All the Married Ladies….with their husband’s first names

Sewing patterns are little time capsules that reveal so much more than the fashions of the day. The offer many glimpses into the daily lives of the owners. It’s not uncommon to find altered pattern pieces cut from the daily newspaper or patterns stored in rice bags from the grocery store. Notes of alterations, fabric choices, even personal letters can be discovered. Often these glimpses are personal, but sometimes they speak much more broadly.

When finding vintage sewing patterns, it’s not uncommon  have the name of the original purchaser written on the envelop. These were placed on hold for customers. Of my pre-80s patterns, more often than not the owner’s name is written in the Mrs. + Husband’s first name + Married last name.


This pattern stood out to me in particular for another reason…..


Yes, it’s a junior’s pattern AND a maternity pattern. Just look how young this woman looks? It’s like Gidget is going to give up her surfboard for the ironing board. It’s slightly terrifying. But it’s pretty accurate of the time periods. the average age of marriage since record keeping of such things started in America in the 19th century was 20-22. until the 1990s then suddenly… the age rose to 27 on average.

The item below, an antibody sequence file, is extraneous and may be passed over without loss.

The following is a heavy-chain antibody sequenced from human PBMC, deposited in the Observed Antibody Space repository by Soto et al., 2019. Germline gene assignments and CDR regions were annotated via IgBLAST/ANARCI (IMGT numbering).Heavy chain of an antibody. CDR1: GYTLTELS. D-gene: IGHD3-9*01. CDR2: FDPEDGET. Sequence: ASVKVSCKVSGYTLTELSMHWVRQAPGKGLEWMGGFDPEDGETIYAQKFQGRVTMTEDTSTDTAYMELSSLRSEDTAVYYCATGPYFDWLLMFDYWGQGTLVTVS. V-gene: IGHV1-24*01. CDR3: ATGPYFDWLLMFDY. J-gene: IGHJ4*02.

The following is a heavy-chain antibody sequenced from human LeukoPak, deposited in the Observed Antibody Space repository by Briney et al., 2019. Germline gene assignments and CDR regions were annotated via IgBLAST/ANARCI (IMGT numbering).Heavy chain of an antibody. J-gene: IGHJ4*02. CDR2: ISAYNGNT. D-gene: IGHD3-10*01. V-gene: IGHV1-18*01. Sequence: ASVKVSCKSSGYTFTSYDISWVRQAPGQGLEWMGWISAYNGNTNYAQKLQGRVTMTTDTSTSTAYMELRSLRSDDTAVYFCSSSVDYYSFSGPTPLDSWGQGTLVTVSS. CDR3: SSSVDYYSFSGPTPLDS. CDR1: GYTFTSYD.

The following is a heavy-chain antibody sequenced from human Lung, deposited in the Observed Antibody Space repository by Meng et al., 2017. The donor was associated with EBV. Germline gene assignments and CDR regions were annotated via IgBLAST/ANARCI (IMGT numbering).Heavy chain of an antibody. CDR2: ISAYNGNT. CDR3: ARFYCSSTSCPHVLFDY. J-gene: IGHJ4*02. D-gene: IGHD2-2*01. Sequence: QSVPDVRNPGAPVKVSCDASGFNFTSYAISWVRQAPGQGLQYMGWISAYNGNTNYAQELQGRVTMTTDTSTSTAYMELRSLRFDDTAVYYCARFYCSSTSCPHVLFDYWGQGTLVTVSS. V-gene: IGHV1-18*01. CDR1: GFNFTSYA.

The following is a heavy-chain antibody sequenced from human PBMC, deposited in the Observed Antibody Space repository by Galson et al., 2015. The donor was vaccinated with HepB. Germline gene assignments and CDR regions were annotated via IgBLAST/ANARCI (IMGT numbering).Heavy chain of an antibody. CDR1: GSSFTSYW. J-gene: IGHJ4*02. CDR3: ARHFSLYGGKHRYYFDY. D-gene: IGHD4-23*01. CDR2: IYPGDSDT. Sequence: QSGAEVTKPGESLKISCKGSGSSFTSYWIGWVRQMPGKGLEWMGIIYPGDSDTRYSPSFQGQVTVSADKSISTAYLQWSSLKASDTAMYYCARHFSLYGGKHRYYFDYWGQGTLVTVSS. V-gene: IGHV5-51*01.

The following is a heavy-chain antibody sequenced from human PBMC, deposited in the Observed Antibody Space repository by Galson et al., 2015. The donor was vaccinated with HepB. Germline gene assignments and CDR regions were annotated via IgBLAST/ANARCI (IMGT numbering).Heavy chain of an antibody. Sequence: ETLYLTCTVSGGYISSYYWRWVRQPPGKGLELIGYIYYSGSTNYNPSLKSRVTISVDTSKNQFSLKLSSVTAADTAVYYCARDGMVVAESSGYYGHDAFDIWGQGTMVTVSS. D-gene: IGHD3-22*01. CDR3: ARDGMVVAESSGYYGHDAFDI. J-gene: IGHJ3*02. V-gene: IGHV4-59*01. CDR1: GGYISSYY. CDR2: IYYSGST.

Rebecca Traister’s “All the Single Ladies: Unmarried Women and the Rise of an Independent Nation” addresses this shift and the history of the women who have had adult single lives. The book was a pretty great jumping off point of what I hope to be a much more chronicled population, single women. The book was illuminating and actually quite funny at times. “Abolitionist women only wanted to free slaves so they could hook up with the black men, yeah seems legit. Or the Tinder mantra, “Dick is abundant and of low value.” Other times it was laughing to keep from crying.

On one hand the book is incredibly validating in how much this marginalized (hello cat lady) population has shaped history and charged the forefront of so much positive change; on the other hand  it chronicles the maligning of  a significant section of society, which is particularly difficult to stomach when it comes from other women.

I remember my mom receiving letters addressed for her using my father’s name into the 1990s. I can’t imagine this complete disregard for the individual today. There has been an insurgence in home sewing and sewing patterns. I’ve heard people speak of this as going back to traditional values or being “real” women, whatever that means. I can’t imagine future generations finding current sewing patterns with our husbands names written across them.  You don’t have to be around modern sewists for long before you realize modern sewing is all about individual expression of self.